Ian and Emma go out to see Jessica – on an unrecognisable rail service?

I guess I’m just expressing my sense of dislocation with this serial, partly because it seems to be filmed in various different locations in different parts of the country. Nicola Walker is quoted as saying that she doesn’t like having a back story and that Golaszewski likes to write just the scene, rather than providing context. Unfortunately I’m the opposite. I like to know who the characters are and where the story is set. I watched this serial almost as a duty and I wanted to see it all to try to understand how it was supposed to work and what the fuss was about. Apart from a couple of scenes, I can’t say I enjoyed the experience. I think it’s inevitable that faced with Emma and Ian, most audiences will wonder what has happened in this marriage over the past 27 years. There is one incident we do learn about. Otherwise, all we know is that a once working-class couple have managed to bring up an adopted daughter and earned enough to buy a semi in a suburban street, running two cars. There are a couple of examples of the couple’s lack of pretension and fondness for curling up on the sofa but those are the only clues to their social mobility, I think. And what of the acting? These are professionals and they are very good at performing for a relatively inexperienced director. They have also developed their own acting persona which audiences will negotiate in what are less familiar roles. They enable Golaszewski to show aspects of a long-term relationship on screen that are not often presented. But for me the overall narrative structure doesn’t work. I don’t feel emotionally involved with the characters or invested in their story. The camerawork is by Ali Asid. He uses long shots well to locate characters in the specific locations, such as when Emma and Jamie arrive separately at the conference they are attending. Apart from the frustration of feeling that I never know geographically where I am, the camerawork does help the narrative present meaning visually. That’s just as well when the dialogue is so fractured.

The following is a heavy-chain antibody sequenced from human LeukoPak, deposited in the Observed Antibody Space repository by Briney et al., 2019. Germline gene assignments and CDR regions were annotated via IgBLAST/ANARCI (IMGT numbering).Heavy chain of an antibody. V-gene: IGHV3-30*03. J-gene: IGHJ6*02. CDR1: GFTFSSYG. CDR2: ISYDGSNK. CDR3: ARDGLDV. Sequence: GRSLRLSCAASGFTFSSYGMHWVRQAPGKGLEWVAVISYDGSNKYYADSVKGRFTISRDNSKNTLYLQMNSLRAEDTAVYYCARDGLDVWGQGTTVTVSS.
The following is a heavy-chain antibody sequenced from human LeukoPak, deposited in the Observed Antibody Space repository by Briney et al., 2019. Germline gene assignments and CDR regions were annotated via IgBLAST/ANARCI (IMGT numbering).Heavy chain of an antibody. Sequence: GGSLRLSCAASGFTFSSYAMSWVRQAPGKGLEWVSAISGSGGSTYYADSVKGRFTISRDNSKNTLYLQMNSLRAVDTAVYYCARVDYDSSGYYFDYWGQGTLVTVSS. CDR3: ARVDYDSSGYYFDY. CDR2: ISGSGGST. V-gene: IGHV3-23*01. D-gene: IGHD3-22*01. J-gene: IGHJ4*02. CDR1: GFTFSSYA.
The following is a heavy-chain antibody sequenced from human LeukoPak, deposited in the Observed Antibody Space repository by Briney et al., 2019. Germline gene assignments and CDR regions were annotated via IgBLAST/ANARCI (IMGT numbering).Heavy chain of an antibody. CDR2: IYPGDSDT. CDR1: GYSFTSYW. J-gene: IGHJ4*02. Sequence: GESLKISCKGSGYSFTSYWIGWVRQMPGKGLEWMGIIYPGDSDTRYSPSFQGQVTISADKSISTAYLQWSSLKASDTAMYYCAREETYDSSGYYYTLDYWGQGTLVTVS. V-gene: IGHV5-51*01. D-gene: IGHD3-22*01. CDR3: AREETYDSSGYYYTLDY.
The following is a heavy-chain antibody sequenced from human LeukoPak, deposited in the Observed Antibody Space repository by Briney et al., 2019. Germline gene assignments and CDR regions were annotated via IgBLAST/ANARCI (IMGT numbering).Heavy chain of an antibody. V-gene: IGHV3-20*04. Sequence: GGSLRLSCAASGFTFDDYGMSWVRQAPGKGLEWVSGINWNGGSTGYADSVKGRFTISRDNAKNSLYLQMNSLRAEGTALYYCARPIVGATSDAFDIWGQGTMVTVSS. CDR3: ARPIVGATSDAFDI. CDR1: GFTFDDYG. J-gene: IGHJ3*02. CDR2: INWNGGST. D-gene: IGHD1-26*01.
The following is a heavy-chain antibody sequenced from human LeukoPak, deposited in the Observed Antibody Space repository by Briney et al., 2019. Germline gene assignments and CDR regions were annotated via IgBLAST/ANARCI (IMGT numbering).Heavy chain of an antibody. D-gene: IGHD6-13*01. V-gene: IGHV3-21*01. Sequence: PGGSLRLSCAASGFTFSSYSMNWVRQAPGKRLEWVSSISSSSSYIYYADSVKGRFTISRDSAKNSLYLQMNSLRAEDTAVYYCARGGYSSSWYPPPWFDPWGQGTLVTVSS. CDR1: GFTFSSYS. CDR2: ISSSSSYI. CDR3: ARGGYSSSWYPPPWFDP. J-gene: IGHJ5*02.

Marriage will be available for 11 months on BBC iPlayer in the UK. The serial is being sold globally through All3 Media International. Two other things about the four episodes you should know: on the positive side, there are no annoying ‘what happened last time’/’what will happen next time’ sequences at the beginning and end of each episode. But, not so good, the sound levels and clarity are dreadful. I watched most of a couple of episodes with the subtitles on.